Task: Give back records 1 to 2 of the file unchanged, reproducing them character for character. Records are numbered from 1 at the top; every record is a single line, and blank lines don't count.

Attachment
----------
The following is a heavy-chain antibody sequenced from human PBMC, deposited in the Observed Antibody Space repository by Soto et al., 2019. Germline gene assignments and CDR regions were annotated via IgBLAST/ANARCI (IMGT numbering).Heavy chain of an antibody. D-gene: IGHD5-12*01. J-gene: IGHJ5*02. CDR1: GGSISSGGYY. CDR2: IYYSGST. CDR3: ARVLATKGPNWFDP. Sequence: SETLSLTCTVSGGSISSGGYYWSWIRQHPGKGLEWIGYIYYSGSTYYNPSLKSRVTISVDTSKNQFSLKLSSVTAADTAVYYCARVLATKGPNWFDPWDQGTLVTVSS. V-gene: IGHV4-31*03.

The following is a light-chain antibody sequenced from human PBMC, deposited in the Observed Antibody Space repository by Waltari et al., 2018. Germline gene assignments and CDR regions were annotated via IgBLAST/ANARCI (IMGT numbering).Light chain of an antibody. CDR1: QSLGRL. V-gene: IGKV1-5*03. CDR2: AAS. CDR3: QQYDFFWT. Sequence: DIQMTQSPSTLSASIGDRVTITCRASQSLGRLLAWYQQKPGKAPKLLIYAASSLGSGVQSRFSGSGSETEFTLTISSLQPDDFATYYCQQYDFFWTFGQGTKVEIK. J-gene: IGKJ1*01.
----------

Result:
The following is a heavy-chain antibody sequenced from human PBMC, deposited in the Observed Antibody Space repository by Soto et al., 2019. Germline gene assignments and CDR regions were annotated via IgBLAST/ANARCI (IMGT numbering).Heavy chain of an antibody. D-gene: IGHD5-12*01. J-gene: IGHJ5*02. CDR1: GGSISSGGYY. CDR2: IYYSGST. CDR3: ARVLATKGPNWFDP. Sequence: SETLSLTCTVSGGSISSGGYYWSWIRQHPGKGLEWIGYIYYSGSTYYNPSLKSRVTISVDTSKNQFSLKLSSVTAADTAVYYCARVLATKGPNWFDPWDQGTLVTVSS. V-gene: IGHV4-31*03.

The following is a light-chain antibody sequenced from human PBMC, deposited in the Observed Antibody Space repository by Waltari et al., 2018. Germline gene assignments and CDR regions were annotated via IgBLAST/ANARCI (IMGT numbering).Light chain of an antibody. CDR1: QSLGRL. V-gene: IGKV1-5*03. CDR2: AAS. CDR3: QQYDFFWT. Sequence: DIQMTQSPSTLSASIGDRVTITCRASQSLGRLLAWYQQKPGKAPKLLIYAASSLGSGVQSRFSGSGSETEFTLTISSLQPDDFATYYCQQYDFFWTFGQGTKVEIK. J-gene: IGKJ1*01.